Trust is good, control is better.
For an outsider, particularly one without any Mandarin to lean on, thinking clearly about the relationship between Chinese state policy and culture in the era of Xi Jinping is remarkably difficult. Whatever factlets and bits of half-knowledge one manages to acquire sit there like a hot stone in the belly, as indigestible as they are impossible to ignore. On the one hand, there’s unquestionably a very great deal of noise in the channel, of the sort that responsible people are honor-bound to reject out of hand: the superpower jockeying, scarcely camouflaging naked commercial interest; the zombie reproduction of dusty cold-war fearmongering; and above all, the demonization of the Other that, at its neocon edges, more-or-less openly traffics in the vilest Yellow Peril tropes. Strip these factors away, and the maneuverings of Xi’s China can seem little different, and not noticeably worse, than those of its competitors. If you fear and distrust China on such grounds, you’ll hopefully feel more or less the same way about the United States, or India as it has evolved under Narendra Modi. Great powers gonna great power, and that is never not ugly in its particulars.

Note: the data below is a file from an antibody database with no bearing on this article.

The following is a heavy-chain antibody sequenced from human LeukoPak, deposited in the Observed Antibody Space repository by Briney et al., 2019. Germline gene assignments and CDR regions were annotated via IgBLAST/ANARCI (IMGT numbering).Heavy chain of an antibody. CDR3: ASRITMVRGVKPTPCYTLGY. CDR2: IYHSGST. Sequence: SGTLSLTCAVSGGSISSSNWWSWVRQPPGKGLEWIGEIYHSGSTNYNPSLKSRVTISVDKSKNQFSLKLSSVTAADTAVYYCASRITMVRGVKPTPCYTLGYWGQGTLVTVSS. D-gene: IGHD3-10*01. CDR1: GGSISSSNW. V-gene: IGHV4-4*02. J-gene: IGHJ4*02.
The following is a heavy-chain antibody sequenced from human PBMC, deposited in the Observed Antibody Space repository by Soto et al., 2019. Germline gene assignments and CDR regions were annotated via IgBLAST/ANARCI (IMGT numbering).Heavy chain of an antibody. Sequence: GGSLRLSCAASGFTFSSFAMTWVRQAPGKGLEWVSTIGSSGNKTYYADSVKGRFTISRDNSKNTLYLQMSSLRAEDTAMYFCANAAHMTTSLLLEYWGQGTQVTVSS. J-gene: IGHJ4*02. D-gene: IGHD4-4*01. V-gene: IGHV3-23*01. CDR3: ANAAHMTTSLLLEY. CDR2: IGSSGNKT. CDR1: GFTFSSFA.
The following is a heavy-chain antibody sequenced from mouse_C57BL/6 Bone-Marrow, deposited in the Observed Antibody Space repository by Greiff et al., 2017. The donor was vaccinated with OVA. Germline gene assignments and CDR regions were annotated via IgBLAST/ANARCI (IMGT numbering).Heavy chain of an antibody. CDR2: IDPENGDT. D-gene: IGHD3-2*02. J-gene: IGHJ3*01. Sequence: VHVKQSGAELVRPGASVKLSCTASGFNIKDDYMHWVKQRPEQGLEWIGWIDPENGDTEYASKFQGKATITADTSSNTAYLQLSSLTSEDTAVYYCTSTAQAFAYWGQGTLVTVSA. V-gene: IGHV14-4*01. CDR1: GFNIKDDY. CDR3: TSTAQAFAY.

But it is also clear that in flexing its muscles, growing at last into its longed-for status as the twenty-first century’s marquee superpower, the Chinese state is incontrovertibly, habitually, and profoundly dedicated to choices and practices that curtail freedom of belief, expression, assembly, and action across multiple dimensions of being. There is, of course, the large-scale physical detention, and cultural-lingustic annihilation, of restive Tibetan and Uighur minorities in the west, with perhaps a million currently being held in desert “re-education” camps. There is the One Belt One Road policy of power projection: the attempt to acquire legitimacy, not to mention forward operating bases via free-spending infrastructure development and its concomitant creation of an emergent comprador class in mostly African client states. There is the intensifying suppression of democracy and dissent in Hong Kong, the ruthless marginalization of Taiwan, and the perennial land-grabbing in the South China Sea, including the engineering of artificial fortress islands. Increasingly, there is the state’s implicit claim to speak for (and right to perform extrajudicial rendition of) anyone of Han ancestry, wherever throughout the sprawling Chinese diaspora they happen to reside. These policies are not, to put it mildly, those of a power whose influence on the world feels entirely benign.